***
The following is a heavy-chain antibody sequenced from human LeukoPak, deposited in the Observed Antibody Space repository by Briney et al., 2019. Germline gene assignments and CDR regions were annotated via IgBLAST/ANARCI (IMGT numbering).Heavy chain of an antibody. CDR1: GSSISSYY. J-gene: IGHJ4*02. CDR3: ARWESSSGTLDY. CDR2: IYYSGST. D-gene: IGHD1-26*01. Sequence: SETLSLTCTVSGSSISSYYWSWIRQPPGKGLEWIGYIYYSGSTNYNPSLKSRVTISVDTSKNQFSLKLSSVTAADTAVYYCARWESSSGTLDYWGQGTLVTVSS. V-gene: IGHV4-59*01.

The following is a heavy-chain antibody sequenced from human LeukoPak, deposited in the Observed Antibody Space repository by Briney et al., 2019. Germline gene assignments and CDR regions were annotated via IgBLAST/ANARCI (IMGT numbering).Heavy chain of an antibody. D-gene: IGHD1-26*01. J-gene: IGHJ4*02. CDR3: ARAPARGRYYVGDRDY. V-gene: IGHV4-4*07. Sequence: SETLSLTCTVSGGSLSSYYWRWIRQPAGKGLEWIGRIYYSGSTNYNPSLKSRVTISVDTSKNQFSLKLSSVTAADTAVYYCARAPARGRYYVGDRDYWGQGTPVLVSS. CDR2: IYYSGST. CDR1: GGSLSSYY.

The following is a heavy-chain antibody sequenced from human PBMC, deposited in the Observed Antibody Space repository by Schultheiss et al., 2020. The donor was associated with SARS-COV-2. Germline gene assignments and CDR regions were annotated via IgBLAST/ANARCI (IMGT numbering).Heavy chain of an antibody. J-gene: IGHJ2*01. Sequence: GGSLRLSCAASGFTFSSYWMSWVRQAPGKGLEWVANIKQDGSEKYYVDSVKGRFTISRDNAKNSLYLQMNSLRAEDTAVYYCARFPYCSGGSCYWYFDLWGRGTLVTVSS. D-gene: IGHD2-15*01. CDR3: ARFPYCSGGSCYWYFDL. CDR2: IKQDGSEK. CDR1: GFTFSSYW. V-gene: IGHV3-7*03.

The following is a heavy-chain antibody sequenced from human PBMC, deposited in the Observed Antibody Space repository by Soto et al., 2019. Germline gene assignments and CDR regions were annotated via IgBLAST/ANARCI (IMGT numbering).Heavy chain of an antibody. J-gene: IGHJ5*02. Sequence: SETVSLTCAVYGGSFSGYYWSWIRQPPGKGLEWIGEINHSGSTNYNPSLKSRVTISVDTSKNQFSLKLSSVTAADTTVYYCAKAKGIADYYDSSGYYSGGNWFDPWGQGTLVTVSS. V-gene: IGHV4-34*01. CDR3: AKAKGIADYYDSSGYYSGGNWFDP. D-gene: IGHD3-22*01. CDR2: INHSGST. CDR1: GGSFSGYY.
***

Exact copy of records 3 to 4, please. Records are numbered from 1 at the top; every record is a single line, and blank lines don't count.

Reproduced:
The following is a heavy-chain antibody sequenced from human PBMC, deposited in the Observed Antibody Space repository by Schultheiss et al., 2020. The donor was associated with SARS-COV-2. Germline gene assignments and CDR regions were annotated via IgBLAST/ANARCI (IMGT numbering).Heavy chain of an antibody. J-gene: IGHJ2*01. Sequence: GGSLRLSCAASGFTFSSYWMSWVRQAPGKGLEWVANIKQDGSEKYYVDSVKGRFTISRDNAKNSLYLQMNSLRAEDTAVYYCARFPYCSGGSCYWYFDLWGRGTLVTVSS. D-gene: IGHD2-15*01. CDR3: ARFPYCSGGSCYWYFDL. CDR2: IKQDGSEK. CDR1: GFTFSSYW. V-gene: IGHV3-7*03.

The following is a heavy-chain antibody sequenced from human PBMC, deposited in the Observed Antibody Space repository by Soto et al., 2019. Germline gene assignments and CDR regions were annotated via IgBLAST/ANARCI (IMGT numbering).Heavy chain of an antibody. J-gene: IGHJ5*02. Sequence: SETVSLTCAVYGGSFSGYYWSWIRQPPGKGLEWIGEINHSGSTNYNPSLKSRVTISVDTSKNQFSLKLSSVTAADTTVYYCAKAKGIADYYDSSGYYSGGNWFDPWGQGTLVTVSS. V-gene: IGHV4-34*01. CDR3: AKAKGIADYYDSSGYYSGGNWFDP. D-gene: IGHD3-22*01. CDR2: INHSGST. CDR1: GGSFSGYY.